Employee Relations

Practicing the Golden Rule in an organization has the greatest and most obvious impact on employee relations. By employee relations I mean the way fellow employees view one another—peers, bosses, subordinates—and how they treat one another. We have already discussed the impact of Golden Rule on two key elements of employee relations, leadership and teamwork. The Golden Rule causes us to view fellow workers as a family of whole people with lives that extend beyond the workplace and with potential waiting to be tapped. That recognition has all kinds of desirable ramifications that lead to greater employee happiness and productivity—things controlled by owners and managers. Such ramifications include flexible schedules, job design and task assignment that maximizes enjoyment ("flow"), reasonable expectations, "tough love" accountability, sharing of company strategy, acceptance of failure as a learning experience, mentoring, cross-training, cafeteria of benefits, job security during temporary downturns, promotion from within wherever possible, recruitment of new employees with character and shared values. These include some of the elements that, according to Business Week, appear to make family-owned or controlled companies dramatically more successful than their counterparts.8

What positive employee behaviors result from a Golden Rule Culture? Trust, selflessness, sense of family, loyalty, civility, helpfulness, can-do attitude, sense of urgency, proactivity, personal discipline and concern for one another, to name just a few. What is their worth? Inestimable! Tremendous!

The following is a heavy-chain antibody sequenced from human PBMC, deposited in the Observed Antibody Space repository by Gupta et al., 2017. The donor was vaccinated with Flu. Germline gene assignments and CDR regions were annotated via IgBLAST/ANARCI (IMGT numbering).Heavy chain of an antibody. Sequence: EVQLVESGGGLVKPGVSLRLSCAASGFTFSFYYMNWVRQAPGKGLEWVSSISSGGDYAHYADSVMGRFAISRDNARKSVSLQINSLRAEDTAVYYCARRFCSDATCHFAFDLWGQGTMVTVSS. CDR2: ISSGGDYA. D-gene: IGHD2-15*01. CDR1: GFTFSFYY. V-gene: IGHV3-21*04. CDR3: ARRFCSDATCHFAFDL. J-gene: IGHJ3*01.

What about the negative impacts on employee relations or, for that matter, on any of the other success factors resulting from practicing the Golden Rule? Can you think of any that are inherent in the principle? I can't. The only downside I can see is in an unbalanced application of the principle. Assuring that the Golden Rule is applied in a balanced manner to all stakeholders is never easy. It is, nevertheless, a very normal function within the domain of management responsibility.


We have examined the impact of a Golden Rule Culture on key success factors of virtually all organizations. For every factor we considered and, I daresay, every factor we conceivably could have considered, the Golden Rule has tremendous upside potential and negligible downside risk. What can we find more compelling and attractive than participating in a culture where everyone is proactively concerned with doing their best to help others, individually and collectively? Is it the "silver bullet " or panacea for organizational success? No, but in its broadest, balanced application, including the long-term welfare of the shareholders and other stakeholders, it comes mighty close. Even a failed attempt at building a Golden Rule Culture has to leave you better off than you were before.

So, do you want a Golden Rule Culture for your organization? If you do, don't expect it to be a "quick fix." Like any Core Value worth growing, it will require constant preparation of the soil, planting, fertilizing, cultivating and harvesting.2 It all starts with you and your personal decision to, "in everything, do to others what you would have them do to you.". Then you can say, "It's my way—the high way.".


  1. J. F. Beehner, True Wealth´┐ŻBy the Book: How 100 Inspirational Americans Learned Character, Moral and Spiritual Truths (Jacksonville, By the Book Publishing, 1999).
  2. T. E. Ambler, "The Strategic Value of Values," Compass Points (April 2002) (available free from the Article Archives of
  3. J. C. Collins and J. I. Porras, Built to Last: Successful Habits of Visionary Companies (New York: HarperCollins Publishers, 1994).
  4. S. R. Covey, Principle-Centered Leadership (New York: Fireside, 1990).
  5. J. C. Collins, Good to Great: Why Some Companies Make the Leap´┐Żand Other Don't (New York: HarperCollins Publishers, 2001).
  6. M. Csikszentmihalyi, Good Business: Leadership, Flow and the Making of Meaning (New York: Viking Penguin, 2003).
  7. P. Lencioni, The Five Dysfunctions of a Team: A Leadership Fable (San Francisco: Jossey-Bass, 2002).
  8. J. Weber et al, "Family Inc": special report of the 177 family-run companies in the S&P 500 Companies, Business Week (November 10, 2003), pp 100-114.

    Tom Ambler is a Senior Consultant with Center for Simplified Strategic Planning, Inc. He can be reached via e-mail at